A recurrent image in the selection, is a galvanized chain link fence that has been clipped and pulled apart. Pictured on the other side of the violated fence, is a fluorescent dimension or a new frontier (somewhere between ideas of heaven and the feeling of “let’s disco”!). This image has roots in the artist’s experience of the border dividing Mexico and the United States in his hometown, Tijuana. In conversation, Collao recounted how Mexican migrants seeking to cross the border are subject to the projected image of the United States, which is synonymous with prosperity and promise. This conception of a US reality is felt in absolute opposition to the reality of Mexico’s social context. The fluorescent dimension beyond the wired fence in his paintings, echoes such idyllic ideas of success informed by pop culture, the mass media, the internet, and advertising. Here, Collao is depicting the imagined idea of the other side, the symbolic order upon which the dream of America is built on.

Collao’s practice transforms his juvenile aspirational dreams of making it to the United States into a critique of those cultural constructs that cast Mexico into a culturally subaltern position. Collao activated this process in 2009 through an intervention onto the border wall in Mexicali/Calexico. With the word Penétrame (penetrate me) painted in cubital letters on the wall’s surface (Mexico side), the artist cast out an invitation to defile the border, but by making love to it. Because it invites incomers to penetrate, the wall’s quintessentially divisive role is subverted. Further still, the action of crossing a border and of transitioning from one reality into another, is imbued with erotic energy formalised in the act of penetrating, and refreshed by the frequent insertions of bondage elements, which recur in his oeuvre. Notably, in this selection we find fabric fastenings in the series gathered here Windows 2020. Earlier canvases depicting Pre-Columbian stone artefacts of faces embellished with numerous piercings, were also fitted with S/M leather straps.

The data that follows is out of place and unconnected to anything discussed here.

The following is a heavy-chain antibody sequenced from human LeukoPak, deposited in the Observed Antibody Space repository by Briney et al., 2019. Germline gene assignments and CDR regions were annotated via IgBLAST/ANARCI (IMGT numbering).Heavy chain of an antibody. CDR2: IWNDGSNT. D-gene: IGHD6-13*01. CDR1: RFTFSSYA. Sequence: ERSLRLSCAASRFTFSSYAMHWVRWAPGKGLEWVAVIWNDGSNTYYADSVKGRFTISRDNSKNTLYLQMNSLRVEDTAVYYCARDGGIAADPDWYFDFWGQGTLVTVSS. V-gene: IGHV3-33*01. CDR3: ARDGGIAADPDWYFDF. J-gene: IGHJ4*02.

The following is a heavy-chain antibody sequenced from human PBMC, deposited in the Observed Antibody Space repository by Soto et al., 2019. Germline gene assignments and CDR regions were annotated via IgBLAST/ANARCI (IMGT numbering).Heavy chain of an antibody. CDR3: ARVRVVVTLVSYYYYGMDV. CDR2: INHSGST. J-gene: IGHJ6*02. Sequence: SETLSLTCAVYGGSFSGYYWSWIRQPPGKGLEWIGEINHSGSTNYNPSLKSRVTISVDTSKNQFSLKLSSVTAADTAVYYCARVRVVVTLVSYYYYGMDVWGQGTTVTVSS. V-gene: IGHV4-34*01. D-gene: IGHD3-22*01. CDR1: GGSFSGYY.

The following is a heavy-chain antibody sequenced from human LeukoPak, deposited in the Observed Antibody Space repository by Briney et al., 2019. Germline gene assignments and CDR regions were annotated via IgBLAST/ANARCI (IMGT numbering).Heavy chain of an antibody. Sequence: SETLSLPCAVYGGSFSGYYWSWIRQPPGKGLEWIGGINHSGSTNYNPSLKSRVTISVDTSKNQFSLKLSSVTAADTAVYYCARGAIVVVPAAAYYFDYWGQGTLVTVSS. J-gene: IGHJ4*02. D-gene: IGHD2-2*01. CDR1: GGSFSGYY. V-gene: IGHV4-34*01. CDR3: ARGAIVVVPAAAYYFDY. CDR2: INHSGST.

Formally, Collao’s queering of abstraction is highlighted by his technical mastery. An expert colourist, he undertakes the traditional academic challenges of painting soap bubbles, reflective surfaces and spheres. He uses oil paint only, and never employs airbrushing techniques. While his meticulous (high art) execution approximates his work to painterly photorealism, the symbolic realms evoked imbued with pop culture in addition to the characterising scale, anchors it to abstraction. By taking from both erudite and popular culture, Collao bridges and queers traditional categories. His act of queering is intended as the questioning of the status quo and the opening of for new idyllic dimensions, queer and symbolic orders of truth.

Franklin Collao (b. 1982, Tijuana), lives and works in Milan. He studied Fine Art at the Escuela de Artes, UABC, Tijuana. His resent solo exhibitions include: Penétrame, R3, Milan, 2017; Tijuana Youth, Galería Laesart, Tijuana, 2006. In addition, his work has been featured in Group exhibitions including: Virtual Reality, Universidade do Vale do Itajaí, Brasil, 2016; Lakino, Galeria Neurokian, Berlin and MPBA, Museo del Palacio de Bellas Artes, Mexico City, 2013; Faith for Non Believers, Galeria Frontera 96, Mexico City and Bienal de Pintura Rufino Tamayo, Museo Rufino Tamayo, Mexico City, 2012; Caviar Izquerda, Zona Maco, Mexico City, 2010; Running into the Political Equator, Mexico/Israel and Relative Distance, CECUT, Tijuana, 2009; TNT, Museum of Contemporary Art San Diego, San Diego, 2007.

Sofia Gotti